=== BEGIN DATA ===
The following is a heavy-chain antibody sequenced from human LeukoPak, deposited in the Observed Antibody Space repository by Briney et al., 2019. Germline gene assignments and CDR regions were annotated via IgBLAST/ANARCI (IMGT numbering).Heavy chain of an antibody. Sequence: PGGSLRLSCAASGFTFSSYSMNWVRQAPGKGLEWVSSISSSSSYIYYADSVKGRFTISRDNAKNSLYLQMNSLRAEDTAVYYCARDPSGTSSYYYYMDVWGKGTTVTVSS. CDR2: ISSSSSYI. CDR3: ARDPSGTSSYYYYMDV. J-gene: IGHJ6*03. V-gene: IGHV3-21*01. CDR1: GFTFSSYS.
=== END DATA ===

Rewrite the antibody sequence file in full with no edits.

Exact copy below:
The following is a heavy-chain antibody sequenced from human LeukoPak, deposited in the Observed Antibody Space repository by Briney et al., 2019. Germline gene assignments and CDR regions were annotated via IgBLAST/ANARCI (IMGT numbering).Heavy chain of an antibody. Sequence: PGGSLRLSCAASGFTFSSYSMNWVRQAPGKGLEWVSSISSSSSYIYYADSVKGRFTISRDNAKNSLYLQMNSLRAEDTAVYYCARDPSGTSSYYYYMDVWGKGTTVTVSS. CDR2: ISSSSSYI. CDR3: ARDPSGTSSYYYYMDV. J-gene: IGHJ6*03. V-gene: IGHV3-21*01. CDR1: GFTFSSYS.